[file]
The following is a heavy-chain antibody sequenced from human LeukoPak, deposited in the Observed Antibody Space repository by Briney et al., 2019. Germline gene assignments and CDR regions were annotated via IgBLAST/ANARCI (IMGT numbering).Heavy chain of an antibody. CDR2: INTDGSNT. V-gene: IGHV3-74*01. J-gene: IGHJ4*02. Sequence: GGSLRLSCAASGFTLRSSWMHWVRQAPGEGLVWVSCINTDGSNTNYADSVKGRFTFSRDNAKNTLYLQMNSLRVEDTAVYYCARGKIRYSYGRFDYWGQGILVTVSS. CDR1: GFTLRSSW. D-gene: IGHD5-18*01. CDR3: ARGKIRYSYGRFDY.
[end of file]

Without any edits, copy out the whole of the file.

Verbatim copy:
The following is a heavy-chain antibody sequenced from human LeukoPak, deposited in the Observed Antibody Space repository by Briney et al., 2019. Germline gene assignments and CDR regions were annotated via IgBLAST/ANARCI (IMGT numbering).Heavy chain of an antibody. CDR2: INTDGSNT. V-gene: IGHV3-74*01. J-gene: IGHJ4*02. Sequence: GGSLRLSCAASGFTLRSSWMHWVRQAPGEGLVWVSCINTDGSNTNYADSVKGRFTFSRDNAKNTLYLQMNSLRVEDTAVYYCARGKIRYSYGRFDYWGQGILVTVSS. CDR1: GFTLRSSW. D-gene: IGHD5-18*01. CDR3: ARGKIRYSYGRFDY.